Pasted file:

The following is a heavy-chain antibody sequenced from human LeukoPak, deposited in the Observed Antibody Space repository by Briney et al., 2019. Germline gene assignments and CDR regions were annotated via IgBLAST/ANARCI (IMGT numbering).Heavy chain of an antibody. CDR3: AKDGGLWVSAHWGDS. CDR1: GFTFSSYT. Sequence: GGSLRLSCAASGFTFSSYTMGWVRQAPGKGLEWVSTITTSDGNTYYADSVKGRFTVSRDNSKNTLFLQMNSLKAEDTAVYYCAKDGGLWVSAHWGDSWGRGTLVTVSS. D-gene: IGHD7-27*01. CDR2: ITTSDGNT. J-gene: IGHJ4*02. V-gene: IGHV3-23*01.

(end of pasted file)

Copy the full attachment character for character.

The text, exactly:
The following is a heavy-chain antibody sequenced from human LeukoPak, deposited in the Observed Antibody Space repository by Briney et al., 2019. Germline gene assignments and CDR regions were annotated via IgBLAST/ANARCI (IMGT numbering).Heavy chain of an antibody. CDR3: AKDGGLWVSAHWGDS. CDR1: GFTFSSYT. Sequence: GGSLRLSCAASGFTFSSYTMGWVRQAPGKGLEWVSTITTSDGNTYYADSVKGRFTVSRDNSKNTLFLQMNSLKAEDTAVYYCAKDGGLWVSAHWGDSWGRGTLVTVSS. D-gene: IGHD7-27*01. CDR2: ITTSDGNT. J-gene: IGHJ4*02. V-gene: IGHV3-23*01.